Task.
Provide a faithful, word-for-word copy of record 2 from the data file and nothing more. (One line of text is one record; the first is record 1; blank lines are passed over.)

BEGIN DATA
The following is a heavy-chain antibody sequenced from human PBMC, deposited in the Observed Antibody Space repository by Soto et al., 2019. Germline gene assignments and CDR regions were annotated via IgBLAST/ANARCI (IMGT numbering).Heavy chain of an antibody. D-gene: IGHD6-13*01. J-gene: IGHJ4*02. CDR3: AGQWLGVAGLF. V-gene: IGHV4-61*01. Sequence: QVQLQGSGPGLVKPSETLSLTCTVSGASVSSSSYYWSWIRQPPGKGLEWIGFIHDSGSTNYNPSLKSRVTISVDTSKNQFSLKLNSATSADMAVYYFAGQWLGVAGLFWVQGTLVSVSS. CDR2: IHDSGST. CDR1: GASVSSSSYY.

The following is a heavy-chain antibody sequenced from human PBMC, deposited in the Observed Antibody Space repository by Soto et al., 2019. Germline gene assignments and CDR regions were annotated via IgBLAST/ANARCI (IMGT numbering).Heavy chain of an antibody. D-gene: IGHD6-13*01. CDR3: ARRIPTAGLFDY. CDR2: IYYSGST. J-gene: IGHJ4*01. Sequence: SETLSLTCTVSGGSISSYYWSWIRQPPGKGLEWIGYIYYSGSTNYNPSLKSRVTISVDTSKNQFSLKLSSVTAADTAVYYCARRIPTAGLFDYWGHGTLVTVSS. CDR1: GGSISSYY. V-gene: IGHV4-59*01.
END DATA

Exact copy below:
The following is a heavy-chain antibody sequenced from human PBMC, deposited in the Observed Antibody Space repository by Soto et al., 2019. Germline gene assignments and CDR regions were annotated via IgBLAST/ANARCI (IMGT numbering).Heavy chain of an antibody. D-gene: IGHD6-13*01. CDR3: ARRIPTAGLFDY. CDR2: IYYSGST. J-gene: IGHJ4*01. Sequence: SETLSLTCTVSGGSISSYYWSWIRQPPGKGLEWIGYIYYSGSTNYNPSLKSRVTISVDTSKNQFSLKLSSVTAADTAVYYCARRIPTAGLFDYWGHGTLVTVSS. CDR1: GGSISSYY. V-gene: IGHV4-59*01.